(Bear in mind that simple binge eating does not include behaviors intended to cancel out the inappropriate consumption. If the person pursues a counteractive strategy like vomiting or doing exhaustive exercise, that’s a different disorder.)

Showing thorough professionalism by resisting any temptation toward sensationalism, author Heather Jones did not position the most shocking aspect right up front, but left it for the end:

[E]ating disorder treatment can range from $1,500 to $2,000 a day, depending on whether it’s outpatient or inpatient.

Fortunately, there are more affordable self-help options, to be discussed. Altogether, we are looking at a wide range of possibilities, including psychotherapy, lifestyle changes, and medication. Because eating disorders encompass so many complexities, it is recommended that a person obtain the most specialized help available.

Psychotherapy is the most common treatment, possibly because guilt is one of the most common symptoms driving people to seek help. Nobody wants to live in a perpetual state of self-disgust, and even if psychotherapy cannot immediately end the behavior, the exploration of interior states (such as the tendency toward guilt) will certainly be of overall benefit to the patient.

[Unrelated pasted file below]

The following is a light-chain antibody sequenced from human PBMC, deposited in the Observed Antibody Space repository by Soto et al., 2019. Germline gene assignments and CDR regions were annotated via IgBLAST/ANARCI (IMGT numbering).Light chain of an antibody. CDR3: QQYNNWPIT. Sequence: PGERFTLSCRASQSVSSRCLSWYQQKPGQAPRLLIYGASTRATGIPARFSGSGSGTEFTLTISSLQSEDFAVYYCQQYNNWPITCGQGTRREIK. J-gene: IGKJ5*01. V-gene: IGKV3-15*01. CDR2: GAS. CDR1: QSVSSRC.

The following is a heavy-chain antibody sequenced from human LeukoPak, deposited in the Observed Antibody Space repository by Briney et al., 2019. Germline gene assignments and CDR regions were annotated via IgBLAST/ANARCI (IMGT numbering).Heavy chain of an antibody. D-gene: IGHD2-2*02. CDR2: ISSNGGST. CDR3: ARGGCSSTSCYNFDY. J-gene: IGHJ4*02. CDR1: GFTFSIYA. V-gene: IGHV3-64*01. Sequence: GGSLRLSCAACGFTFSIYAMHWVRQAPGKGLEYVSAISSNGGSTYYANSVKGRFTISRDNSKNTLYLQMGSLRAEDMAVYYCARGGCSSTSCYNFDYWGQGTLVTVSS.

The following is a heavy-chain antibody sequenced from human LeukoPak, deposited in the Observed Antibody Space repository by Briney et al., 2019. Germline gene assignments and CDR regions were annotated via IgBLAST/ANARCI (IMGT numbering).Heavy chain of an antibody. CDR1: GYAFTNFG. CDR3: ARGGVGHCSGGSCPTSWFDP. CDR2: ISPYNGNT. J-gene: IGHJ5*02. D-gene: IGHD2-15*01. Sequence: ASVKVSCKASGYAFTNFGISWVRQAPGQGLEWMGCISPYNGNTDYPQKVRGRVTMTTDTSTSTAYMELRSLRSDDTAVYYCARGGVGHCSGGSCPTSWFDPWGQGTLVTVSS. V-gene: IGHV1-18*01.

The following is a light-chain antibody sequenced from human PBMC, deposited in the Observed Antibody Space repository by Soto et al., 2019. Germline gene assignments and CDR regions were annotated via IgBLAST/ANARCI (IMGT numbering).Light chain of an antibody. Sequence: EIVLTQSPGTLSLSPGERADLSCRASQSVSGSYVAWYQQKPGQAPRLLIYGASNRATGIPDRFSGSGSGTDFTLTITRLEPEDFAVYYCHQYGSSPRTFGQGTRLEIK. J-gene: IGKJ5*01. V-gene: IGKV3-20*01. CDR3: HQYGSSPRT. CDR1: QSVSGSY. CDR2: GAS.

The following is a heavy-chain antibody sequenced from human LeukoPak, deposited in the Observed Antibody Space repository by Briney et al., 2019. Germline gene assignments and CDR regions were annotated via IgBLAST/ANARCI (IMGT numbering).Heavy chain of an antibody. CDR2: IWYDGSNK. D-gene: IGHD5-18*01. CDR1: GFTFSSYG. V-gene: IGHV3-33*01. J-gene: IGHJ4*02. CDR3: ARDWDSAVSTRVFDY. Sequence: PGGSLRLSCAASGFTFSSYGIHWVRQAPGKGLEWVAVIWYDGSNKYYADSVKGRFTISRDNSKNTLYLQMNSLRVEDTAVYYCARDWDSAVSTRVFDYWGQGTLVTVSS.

Branching out

As things stand, a less Freudian method — one that does not delve into the murky past — is widely regarded as the first resort. That is cognitive behavioral therapy (CBT), which Jones explains as “a type of psychotherapy that focuses on disordered or negative thinking patterns.”

Not surprisingly, the description is reminiscent of the expression “stinking thinking,” which originated with another widely used and often effective program, Alcoholics Anonymous. In addition to identifying such aberrations, CBT helps to change the wonky thoughts into positive and productive ones.

Then, there is CBT-E, or Enhanced CBT, which narrows down the general usefulness of the technique to a state of maximal helpfulness for eating disorders. Jones says that a therapist “can tailor the treatment to the specific eating disorder that a person has, as well as the unique factors in a person’s life that are contributing to the disorder.”

Here, as in so many aspects of life, the personal touch is very effective:

In one study, CBT-E had a success rate of about 66% in treating multiple eating disorders. A 2014 study showed that participants with binge eating disorder showed improvement during short-term CBT treatment and continued to improve or were stable during the four years after treatment.